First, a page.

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Quad Cities International Airport sees record tower movements in May

June 28, 2023

Quad Cities International Airport reported a record-breaking number of tower movements in the month of May, going back to at least 2017. More than 4,200 tower movements were recorded, exceeding the most recent high of 3,655 in May 2019. A tower movement is generally defined is any time a plane takes off or lands.

The number of tower movements, regardless of the size of the aircraft, impacts many areas of an airport, the most essential being federal funding. Essentially, the busier the airport, the better the opportunity to receive grant funding from the FAA which helps buy equipment, support airport maintenance and improvement projects, and more.

QC Airport is designated as Class C (Charlie) airspace. Classification is generally based on four factors: traffic volume, type of operations, required level of safety, and national/public interest. Airspace classifications are designed to enhance aviation safety and decrease risk of midair collisions by separating aviation traffic. O’Hare International Airport, for comparison, is designated as Class B. There are six classifications in the U.S. for controlled airspace.

Airspace classification plays a role in attracting new or expanded commercial air service. It not only communicates anticipated traffic at a given airport but also what size aircraft is common or manageable, which helps with future planning. Additionally, airspace classification directly impacts air traffic controllers’ earning potential. The higher the classification, the higher the skill level required which yields higher compensation.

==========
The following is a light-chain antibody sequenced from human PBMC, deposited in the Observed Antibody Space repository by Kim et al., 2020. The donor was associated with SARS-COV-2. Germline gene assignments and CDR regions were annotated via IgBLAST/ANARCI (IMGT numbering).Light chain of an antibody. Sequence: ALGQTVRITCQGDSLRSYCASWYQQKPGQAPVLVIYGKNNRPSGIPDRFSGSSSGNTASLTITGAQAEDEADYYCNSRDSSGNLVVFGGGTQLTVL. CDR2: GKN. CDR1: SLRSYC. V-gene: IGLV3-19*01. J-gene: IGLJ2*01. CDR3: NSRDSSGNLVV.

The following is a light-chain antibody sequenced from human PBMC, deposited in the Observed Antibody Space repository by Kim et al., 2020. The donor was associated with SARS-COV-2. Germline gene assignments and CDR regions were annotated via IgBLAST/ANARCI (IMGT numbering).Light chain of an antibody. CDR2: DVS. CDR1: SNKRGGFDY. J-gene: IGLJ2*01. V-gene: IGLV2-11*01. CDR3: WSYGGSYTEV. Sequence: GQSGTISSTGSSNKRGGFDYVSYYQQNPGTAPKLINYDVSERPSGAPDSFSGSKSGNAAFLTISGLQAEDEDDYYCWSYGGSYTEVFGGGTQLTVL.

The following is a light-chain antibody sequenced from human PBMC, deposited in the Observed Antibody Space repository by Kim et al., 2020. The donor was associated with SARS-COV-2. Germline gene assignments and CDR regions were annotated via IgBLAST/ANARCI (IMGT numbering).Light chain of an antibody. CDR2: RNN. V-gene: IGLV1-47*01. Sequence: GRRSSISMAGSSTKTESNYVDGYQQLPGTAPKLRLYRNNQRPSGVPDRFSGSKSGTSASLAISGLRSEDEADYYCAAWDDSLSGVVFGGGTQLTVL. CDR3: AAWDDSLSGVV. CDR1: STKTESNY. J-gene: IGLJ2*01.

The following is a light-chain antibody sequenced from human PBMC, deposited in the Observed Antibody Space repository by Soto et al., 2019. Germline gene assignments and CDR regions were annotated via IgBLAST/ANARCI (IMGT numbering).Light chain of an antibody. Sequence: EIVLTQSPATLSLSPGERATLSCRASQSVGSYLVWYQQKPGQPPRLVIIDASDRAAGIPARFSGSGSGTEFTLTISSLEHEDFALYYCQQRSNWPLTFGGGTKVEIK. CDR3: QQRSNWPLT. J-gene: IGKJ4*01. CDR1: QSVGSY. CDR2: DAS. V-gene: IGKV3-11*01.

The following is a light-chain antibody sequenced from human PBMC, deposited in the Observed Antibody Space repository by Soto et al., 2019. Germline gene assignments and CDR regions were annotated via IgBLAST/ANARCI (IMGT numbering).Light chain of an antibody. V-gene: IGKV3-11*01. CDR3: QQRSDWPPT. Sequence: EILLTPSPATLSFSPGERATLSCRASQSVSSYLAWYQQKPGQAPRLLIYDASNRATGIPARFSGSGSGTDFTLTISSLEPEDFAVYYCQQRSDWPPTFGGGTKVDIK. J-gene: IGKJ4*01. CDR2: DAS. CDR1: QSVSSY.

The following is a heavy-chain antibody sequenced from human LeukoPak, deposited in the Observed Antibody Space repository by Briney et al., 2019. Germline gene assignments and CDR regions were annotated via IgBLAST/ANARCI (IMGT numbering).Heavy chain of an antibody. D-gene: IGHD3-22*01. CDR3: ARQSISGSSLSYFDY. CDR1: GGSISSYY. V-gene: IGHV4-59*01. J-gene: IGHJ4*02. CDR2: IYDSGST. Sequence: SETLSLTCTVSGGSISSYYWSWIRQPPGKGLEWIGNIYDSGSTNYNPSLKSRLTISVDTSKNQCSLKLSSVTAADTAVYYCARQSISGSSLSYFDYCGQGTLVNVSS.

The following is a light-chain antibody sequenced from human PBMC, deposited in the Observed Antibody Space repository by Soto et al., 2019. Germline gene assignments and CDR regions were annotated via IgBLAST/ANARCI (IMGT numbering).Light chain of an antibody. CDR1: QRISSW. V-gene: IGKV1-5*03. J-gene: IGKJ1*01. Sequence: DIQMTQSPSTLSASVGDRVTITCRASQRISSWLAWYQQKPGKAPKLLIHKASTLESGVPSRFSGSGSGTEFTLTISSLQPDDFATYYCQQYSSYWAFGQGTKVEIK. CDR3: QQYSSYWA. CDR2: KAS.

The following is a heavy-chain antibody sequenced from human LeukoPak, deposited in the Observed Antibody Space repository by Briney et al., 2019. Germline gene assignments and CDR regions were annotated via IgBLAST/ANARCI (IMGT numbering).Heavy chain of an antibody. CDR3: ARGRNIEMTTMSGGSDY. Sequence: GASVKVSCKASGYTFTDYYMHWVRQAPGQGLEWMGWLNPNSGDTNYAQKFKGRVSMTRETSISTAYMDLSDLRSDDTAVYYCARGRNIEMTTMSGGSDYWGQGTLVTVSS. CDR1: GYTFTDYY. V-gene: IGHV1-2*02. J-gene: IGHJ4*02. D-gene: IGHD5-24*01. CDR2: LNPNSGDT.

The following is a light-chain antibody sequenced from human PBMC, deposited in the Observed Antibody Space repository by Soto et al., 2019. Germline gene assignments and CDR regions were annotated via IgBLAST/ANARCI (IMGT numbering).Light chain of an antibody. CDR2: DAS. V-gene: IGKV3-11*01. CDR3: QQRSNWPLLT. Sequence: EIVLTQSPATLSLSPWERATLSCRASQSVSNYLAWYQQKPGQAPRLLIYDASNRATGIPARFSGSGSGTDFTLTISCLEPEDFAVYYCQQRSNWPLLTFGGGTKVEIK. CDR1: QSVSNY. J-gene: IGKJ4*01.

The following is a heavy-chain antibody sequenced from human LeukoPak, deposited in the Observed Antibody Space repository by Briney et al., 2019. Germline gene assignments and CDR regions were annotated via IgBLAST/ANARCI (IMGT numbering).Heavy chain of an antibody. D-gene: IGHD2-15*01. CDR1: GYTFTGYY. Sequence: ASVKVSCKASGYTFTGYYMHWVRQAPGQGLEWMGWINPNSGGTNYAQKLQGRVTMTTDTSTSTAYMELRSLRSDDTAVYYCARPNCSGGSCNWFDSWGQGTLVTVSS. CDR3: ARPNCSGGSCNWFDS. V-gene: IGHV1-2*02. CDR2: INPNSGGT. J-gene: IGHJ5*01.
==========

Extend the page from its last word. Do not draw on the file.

“Despite the challenges regional airports are facing growing commercial travel, the general aviation community remains a beacon of light,” said Ashleigh Davis, public relations and marketing manager, Quad Cities International Airport. “Credit for this milestone really belongs to the flights schools and instructors based at MLI, and our thriving general aviation community. Class C is ideal for flight schools and student pilots because it provides the opportunity to learn to listen to the tower as well as communicate with it, without the heavy congestion of busier airports.”

QC Airport continues to rebound from the COVID pandemic that severely impacted air travel. Planes out of the Quad Cities are full which is what airlines want to see when making decisions about where to add flights, given their constrained resources. The stabilization of commercial air travel also contributes to tower movements.

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